I’m offering a reward of $1000 for a solution to this problem. This joins the cross validation problem which I’m offering a $500 reward for. I believe both of these problems are hard but plausibly solvable, and plausibly with a solution of substantial practical value. While it’s unlikely these rewards are worth your time on an hourly wage basis, the recognition for solving them definitely should be ðŸ™‚
The Problem
The problem is finding a general, robust, and efficient mechanism for estimating a conditional probability P(y|x) where robustness and efficiency are measured using techniques from learning reductions.
In particular, suppose we have access to a binary regression oracle B which has two interfaces—one for specifying training information and one for testing. Training information is specified as B(x’,y’) where x’ is a feature vector and y’ is a scalar in [0,1] with no value returned. Testing is done according to B(x’) with a value in [0,1] returned.
A learning reduction consists of two algorithms R and R^{-1} which transform examples from the original input problem into examples for the oracle and then transform the oracle’s predictions into a prediction for the original problem.
The algorithm R takes as input a single example (x,y) where x is an feature vector and y is a discrete variable taking values in {1,…,k}. R then specifies a training example (x’,y’) for the oracle B. R can then create another training example for B based on all available information. This process repeats some finite number of times before halting without returning information.
A basic observation is that for any oracle algorithm, a distribution D(x,y) over multiclass examples and a reduction R induces a distribution over a sequence (x’,y’)^{*} of oracle examples. We collapse this into a distribution D'(x’,y’) over oracle examples by drawing uniformly from the sequence.
The algorithm R^{-1} takes as input a single example (x,y) and returns a value in [0,1] after using (only) the testing interface of B zero or more times.
We measure the power of an oracle and a reduction according to squared-loss regret. In particular we have:
reg(D,R^{-1})=E_{(x,y)~ D}[(R^{-1}(x,y)-D(y|x))^{2}]
and similarly letting m_{x’}=E_{(x’,y’)~ D’}[y’].
reg(D’,B)=E_{(x’,y’)~ D’}(B(x’) – m_{x’})^{2}
The open problem is to specify R and R^{-1} satisfying the following theorem:
For all multiclass distributions D(x,y), for all binary oracles B: The computational complexity of R and R^{-1} are O(log k)
and
reg(D,R^{-1}) < = C reg(D’,B)
where C is a universal constant.
Alternatively, this open problem is satisfied by proving there exists no deterministic algorithms R,R^{-1} satisfying the above theorem statement.
Motivation
The problem of conditional probability estimation is endemic to machine learning applications. In fact, in some branches of machine learning, this is simply considered “the problem”. Typically conditional probability estimation is done in situations where the conditional probability of only one bit is required, however there are a growing number of applications where a well-estimated conditional probability over a more complex object is required. For example, all known methods for solving general contextual bandit problems require knowledge of or good estimation of P(a | x) where a is an action.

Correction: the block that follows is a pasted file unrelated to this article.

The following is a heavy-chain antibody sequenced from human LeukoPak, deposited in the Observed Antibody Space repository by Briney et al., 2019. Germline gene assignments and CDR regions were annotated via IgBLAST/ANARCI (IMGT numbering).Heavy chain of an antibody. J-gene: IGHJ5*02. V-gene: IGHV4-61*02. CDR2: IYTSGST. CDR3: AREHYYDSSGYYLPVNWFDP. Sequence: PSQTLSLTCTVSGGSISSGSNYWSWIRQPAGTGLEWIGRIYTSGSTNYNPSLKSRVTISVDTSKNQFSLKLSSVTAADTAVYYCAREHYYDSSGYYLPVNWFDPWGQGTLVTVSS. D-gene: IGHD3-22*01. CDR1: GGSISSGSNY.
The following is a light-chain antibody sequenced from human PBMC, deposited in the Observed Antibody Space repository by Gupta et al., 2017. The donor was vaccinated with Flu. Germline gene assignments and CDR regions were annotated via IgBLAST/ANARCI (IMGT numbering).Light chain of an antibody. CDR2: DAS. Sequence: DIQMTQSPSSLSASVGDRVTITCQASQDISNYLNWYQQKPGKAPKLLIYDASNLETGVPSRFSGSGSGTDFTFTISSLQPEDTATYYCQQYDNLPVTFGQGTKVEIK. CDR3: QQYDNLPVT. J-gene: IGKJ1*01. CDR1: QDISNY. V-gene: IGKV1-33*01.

There is a second intrinsic motivation which is matching the lower bound. No method faster than O(log k) can be imagined because the label y requires log_{2} k bits to specify and hence read. Similarly it’s easy to prove no learning reduction can provide a regret ratio with C<1.
The motivation for using the learning reduction framework to specify this problem is a combination of generality and the empirical effectiveness in application of learning reductions. Any solution to this will be general because any oracle B can be plugged in, even ones which use many strange kinds of prior information, features, and active multitask hierachical (insert your favorite adjective here) structure.
Related Results
The state of the art is summarized here which shows it’s possible to have a learning reduction satisfying the above theorem with either:
- C replaced by (log_{2} k)^{2} (using a binary tree structure)
- or the computational time increased to O(k) (using an error correcting code structure).
Hence, answering this open problem in the negative shows that there is an inherent computation vs. robustness tradeoff.
There are two other closely related problems, where similar analysis can be done.
- For multiclass classification, where the goal is predicting the most likely class, a result analogous to the open problem is provable using error correcting tournaments.
- For multiclass classification in a partial label setting, no learning reduction can provide a constant regret guarantee.